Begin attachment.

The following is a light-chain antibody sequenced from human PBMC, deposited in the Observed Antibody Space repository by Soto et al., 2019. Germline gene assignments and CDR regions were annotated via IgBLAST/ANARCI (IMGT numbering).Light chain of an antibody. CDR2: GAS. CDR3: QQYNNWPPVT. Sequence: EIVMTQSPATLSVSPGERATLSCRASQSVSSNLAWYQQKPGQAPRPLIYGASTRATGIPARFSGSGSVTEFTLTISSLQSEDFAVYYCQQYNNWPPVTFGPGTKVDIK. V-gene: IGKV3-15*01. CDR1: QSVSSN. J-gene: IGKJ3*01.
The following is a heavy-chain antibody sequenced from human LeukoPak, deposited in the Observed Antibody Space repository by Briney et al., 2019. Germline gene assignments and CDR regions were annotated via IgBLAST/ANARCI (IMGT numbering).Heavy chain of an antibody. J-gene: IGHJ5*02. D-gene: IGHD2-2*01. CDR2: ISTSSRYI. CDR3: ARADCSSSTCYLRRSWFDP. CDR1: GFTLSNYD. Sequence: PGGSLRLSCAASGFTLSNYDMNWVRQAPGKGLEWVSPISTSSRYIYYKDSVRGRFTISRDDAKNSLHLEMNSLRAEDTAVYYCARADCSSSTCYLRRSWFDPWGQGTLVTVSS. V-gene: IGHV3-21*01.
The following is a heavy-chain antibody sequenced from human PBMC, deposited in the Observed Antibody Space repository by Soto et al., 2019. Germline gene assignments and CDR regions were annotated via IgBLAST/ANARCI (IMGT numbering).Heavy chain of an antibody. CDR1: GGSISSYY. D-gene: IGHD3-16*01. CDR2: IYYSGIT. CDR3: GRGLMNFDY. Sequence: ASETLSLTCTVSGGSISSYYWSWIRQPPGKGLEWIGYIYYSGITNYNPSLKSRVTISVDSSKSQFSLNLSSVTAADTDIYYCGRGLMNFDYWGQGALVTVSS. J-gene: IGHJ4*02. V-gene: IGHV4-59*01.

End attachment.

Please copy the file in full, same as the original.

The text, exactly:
The following is a light-chain antibody sequenced from human PBMC, deposited in the Observed Antibody Space repository by Soto et al., 2019. Germline gene assignments and CDR regions were annotated via IgBLAST/ANARCI (IMGT numbering).Light chain of an antibody. CDR2: GAS. CDR3: QQYNNWPPVT. Sequence: EIVMTQSPATLSVSPGERATLSCRASQSVSSNLAWYQQKPGQAPRPLIYGASTRATGIPARFSGSGSVTEFTLTISSLQSEDFAVYYCQQYNNWPPVTFGPGTKVDIK. V-gene: IGKV3-15*01. CDR1: QSVSSN. J-gene: IGKJ3*01.
The following is a heavy-chain antibody sequenced from human LeukoPak, deposited in the Observed Antibody Space repository by Briney et al., 2019. Germline gene assignments and CDR regions were annotated via IgBLAST/ANARCI (IMGT numbering).Heavy chain of an antibody. J-gene: IGHJ5*02. D-gene: IGHD2-2*01. CDR2: ISTSSRYI. CDR3: ARADCSSSTCYLRRSWFDP. CDR1: GFTLSNYD. Sequence: PGGSLRLSCAASGFTLSNYDMNWVRQAPGKGLEWVSPISTSSRYIYYKDSVRGRFTISRDDAKNSLHLEMNSLRAEDTAVYYCARADCSSSTCYLRRSWFDPWGQGTLVTVSS. V-gene: IGHV3-21*01.
The following is a heavy-chain antibody sequenced from human PBMC, deposited in the Observed Antibody Space repository by Soto et al., 2019. Germline gene assignments and CDR regions were annotated via IgBLAST/ANARCI (IMGT numbering).Heavy chain of an antibody. CDR1: GGSISSYY. D-gene: IGHD3-16*01. CDR2: IYYSGIT. CDR3: GRGLMNFDY. Sequence: ASETLSLTCTVSGGSISSYYWSWIRQPPGKGLEWIGYIYYSGITNYNPSLKSRVTISVDSSKSQFSLNLSSVTAADTDIYYCGRGLMNFDYWGQGALVTVSS. J-gene: IGHJ4*02. V-gene: IGHV4-59*01.